Black Friday Rocket Launch_was a little windy

Discussion in 'Beginners & Educational Programs' started by John Rozean, Nov 23, 2018.

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  1. Nov 23, 2018 #1

    John Rozean

    John Rozean

    John Rozean

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    So the reason that these wind considerations are so important is that central Missouri tends to have a lot of trees and I have to deal with somewhat constrained launch areas.

     
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  2. Nov 23, 2018 #2

    Dipstick

    Dipstick

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    Buy a chute release! Jolly Logic all the way!
     
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  3. Nov 28, 2018 #3

    JStarStar

    JStarStar

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    It is somewhat of an art to be able to gauge wind speed and direction to figure out launch rod angle to get rockets to drift right back to your feet.

    And as we know in colder temperatures under 50F, plastic parachutes tend to get stiff and refuse to open -- the immortal "plastic wad" recovery system.

    Sucks to bust off a fin on the Astro-1, but replacing balsa fins is usually not a major operation. As long as the fin root itself isn't torn off the body tube, should be a fairly easy fix.
     
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  4. Nov 28, 2018 #4

    John Rozean

    John Rozean

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    thanks for the comments...and I actually oriented those fins wrong on the Astro 1. I had the balsa grain parallel to the body tube. I learned from some great input from this site, by Rex R and K'Tesh, that I need to pay more attention to the grains on those balsa fins -- that is, having the grain parallel to the leading edge.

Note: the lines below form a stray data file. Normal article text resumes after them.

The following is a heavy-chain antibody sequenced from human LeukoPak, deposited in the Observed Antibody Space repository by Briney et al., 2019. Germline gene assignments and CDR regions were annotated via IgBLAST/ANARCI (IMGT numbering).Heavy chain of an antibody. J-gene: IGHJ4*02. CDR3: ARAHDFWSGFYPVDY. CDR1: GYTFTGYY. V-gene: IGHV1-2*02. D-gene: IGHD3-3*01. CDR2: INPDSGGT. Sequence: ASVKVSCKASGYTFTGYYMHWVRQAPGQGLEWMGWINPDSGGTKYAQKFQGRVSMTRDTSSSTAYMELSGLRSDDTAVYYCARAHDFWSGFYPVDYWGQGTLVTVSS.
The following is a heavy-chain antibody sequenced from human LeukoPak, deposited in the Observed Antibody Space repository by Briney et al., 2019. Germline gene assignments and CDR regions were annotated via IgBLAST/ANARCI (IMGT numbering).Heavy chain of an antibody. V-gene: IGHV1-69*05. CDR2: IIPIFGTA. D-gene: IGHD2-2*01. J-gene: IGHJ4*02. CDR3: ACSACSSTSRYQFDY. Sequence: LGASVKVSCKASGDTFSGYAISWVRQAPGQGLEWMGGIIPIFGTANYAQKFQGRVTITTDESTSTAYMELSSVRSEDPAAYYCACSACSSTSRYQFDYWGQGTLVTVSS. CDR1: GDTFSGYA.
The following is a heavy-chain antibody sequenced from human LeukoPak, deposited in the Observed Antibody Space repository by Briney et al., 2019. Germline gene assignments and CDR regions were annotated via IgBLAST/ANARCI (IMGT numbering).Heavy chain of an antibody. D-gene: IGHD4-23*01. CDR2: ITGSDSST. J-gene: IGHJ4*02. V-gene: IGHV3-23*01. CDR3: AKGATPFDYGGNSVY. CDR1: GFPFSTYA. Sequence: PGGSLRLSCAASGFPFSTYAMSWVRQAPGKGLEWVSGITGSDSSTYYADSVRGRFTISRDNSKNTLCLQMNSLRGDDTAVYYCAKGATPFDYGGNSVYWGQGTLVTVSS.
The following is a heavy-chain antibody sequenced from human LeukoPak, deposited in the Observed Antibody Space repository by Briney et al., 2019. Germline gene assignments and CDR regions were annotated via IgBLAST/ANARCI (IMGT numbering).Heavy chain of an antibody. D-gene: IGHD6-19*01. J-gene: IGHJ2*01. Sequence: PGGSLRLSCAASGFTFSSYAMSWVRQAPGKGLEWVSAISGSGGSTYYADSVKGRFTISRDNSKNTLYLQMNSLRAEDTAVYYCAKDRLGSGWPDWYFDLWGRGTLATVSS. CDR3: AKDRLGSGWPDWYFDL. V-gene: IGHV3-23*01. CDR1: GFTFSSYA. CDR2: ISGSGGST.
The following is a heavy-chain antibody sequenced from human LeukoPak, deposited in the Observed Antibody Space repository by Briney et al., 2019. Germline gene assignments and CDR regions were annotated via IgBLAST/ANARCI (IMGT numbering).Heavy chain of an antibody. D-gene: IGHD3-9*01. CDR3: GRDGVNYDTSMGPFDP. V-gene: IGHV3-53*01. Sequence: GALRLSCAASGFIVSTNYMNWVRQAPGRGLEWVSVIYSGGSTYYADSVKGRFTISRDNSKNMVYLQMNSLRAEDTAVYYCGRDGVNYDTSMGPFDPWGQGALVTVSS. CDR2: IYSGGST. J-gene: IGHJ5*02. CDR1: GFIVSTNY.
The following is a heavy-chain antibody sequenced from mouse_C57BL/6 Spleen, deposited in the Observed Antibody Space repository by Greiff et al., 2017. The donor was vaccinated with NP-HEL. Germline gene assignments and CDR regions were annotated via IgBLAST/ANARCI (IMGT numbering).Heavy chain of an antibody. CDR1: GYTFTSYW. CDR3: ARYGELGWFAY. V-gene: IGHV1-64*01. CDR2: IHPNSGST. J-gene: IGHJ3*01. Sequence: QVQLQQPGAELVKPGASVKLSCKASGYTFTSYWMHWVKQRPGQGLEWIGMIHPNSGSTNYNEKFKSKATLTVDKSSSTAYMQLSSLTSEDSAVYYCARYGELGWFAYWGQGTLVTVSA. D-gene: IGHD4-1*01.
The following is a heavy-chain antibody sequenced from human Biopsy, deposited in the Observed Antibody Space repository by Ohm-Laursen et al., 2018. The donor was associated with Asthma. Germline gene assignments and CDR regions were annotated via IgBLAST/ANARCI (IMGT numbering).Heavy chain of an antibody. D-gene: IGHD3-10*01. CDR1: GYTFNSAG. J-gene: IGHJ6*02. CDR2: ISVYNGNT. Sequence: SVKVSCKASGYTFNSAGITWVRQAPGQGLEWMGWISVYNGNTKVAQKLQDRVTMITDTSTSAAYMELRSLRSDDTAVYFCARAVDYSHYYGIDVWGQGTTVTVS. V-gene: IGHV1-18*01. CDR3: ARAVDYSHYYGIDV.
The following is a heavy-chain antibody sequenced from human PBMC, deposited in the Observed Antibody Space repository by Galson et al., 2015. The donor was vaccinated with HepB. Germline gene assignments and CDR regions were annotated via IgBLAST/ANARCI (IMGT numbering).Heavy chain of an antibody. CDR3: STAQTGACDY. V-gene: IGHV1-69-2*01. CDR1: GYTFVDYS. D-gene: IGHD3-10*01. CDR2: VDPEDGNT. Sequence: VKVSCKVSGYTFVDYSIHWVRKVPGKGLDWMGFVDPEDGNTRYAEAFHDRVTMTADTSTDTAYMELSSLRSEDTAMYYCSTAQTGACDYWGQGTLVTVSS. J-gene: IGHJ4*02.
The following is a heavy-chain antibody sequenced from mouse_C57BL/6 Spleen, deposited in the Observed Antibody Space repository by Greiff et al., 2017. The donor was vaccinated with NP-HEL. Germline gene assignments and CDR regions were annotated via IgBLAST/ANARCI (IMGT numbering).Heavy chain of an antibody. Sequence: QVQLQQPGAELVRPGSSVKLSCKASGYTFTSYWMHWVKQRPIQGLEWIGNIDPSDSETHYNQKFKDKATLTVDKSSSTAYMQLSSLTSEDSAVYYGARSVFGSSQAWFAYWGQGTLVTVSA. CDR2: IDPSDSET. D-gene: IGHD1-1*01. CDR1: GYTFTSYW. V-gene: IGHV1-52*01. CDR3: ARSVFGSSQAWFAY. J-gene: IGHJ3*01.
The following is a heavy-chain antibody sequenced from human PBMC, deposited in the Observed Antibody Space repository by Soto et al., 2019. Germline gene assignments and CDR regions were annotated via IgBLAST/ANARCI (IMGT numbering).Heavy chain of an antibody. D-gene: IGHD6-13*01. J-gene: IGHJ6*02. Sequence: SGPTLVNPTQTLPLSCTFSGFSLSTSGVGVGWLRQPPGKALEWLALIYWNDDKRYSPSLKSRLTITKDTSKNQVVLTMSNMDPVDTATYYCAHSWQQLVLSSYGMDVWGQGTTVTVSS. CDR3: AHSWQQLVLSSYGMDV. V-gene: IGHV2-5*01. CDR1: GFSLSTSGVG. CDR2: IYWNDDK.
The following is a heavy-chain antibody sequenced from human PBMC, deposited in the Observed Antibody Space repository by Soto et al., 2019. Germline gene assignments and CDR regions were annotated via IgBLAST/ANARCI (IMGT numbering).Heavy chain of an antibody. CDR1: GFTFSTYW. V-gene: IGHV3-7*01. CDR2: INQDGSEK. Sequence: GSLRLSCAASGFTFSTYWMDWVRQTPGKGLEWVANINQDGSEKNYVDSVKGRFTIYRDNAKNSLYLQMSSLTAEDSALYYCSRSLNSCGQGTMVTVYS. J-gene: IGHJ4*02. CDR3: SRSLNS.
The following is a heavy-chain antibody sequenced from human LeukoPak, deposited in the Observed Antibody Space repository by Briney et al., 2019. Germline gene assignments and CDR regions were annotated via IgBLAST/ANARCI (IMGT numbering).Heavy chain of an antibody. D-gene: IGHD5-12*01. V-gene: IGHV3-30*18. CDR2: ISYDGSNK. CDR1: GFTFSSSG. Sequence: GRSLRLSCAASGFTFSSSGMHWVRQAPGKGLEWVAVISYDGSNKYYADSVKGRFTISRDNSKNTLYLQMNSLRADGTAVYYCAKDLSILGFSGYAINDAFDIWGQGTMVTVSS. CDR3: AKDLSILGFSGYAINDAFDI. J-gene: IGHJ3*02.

This site is the greatest!
     
  5. Nov 28, 2018 #5

    JStarStar

    JStarStar

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    Heh heh ... you know, the Astro-1 is a Retro-Repro version of the Centuri Astro-1, which essentially was a "variation" of the Estes Astron Alpha, except the fins were attached "backward" for a trapezoidal appearance.

    I remember when I built my original Astro-1 way back in the day (1969-70 or so) I was about to cut the fins "wrong" according to the template and put the grain parallel to the root edge, because it "looked backward."

    Finally I got it straightened out, to discover that the balsa wood stock Centuri used for fins was much much harder than the typical Estes balsa of the day, so cutting those fins was quite a hack-fest.

    And now all the under-50 rocketeers are saying, "what is this 'cut the fins' business he's talking about?"
     
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  6. Nov 30, 2018 #6

    Tbmx3

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    Nice video. You might try and get in touch with a few farmers just outside of Columbia. I'm sure you could find one that wouldn't mind you launching rockets from one of there fields. All the crops are out and there are a lot of great people in central Missouri. Good luck
     
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  7. Dec 1, 2018 #7

    Rex R

    Rex R

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    just to add to the confusion, paper has a grain too...okay with paper the grain usually runs the length of the paper :).
    Rex
     
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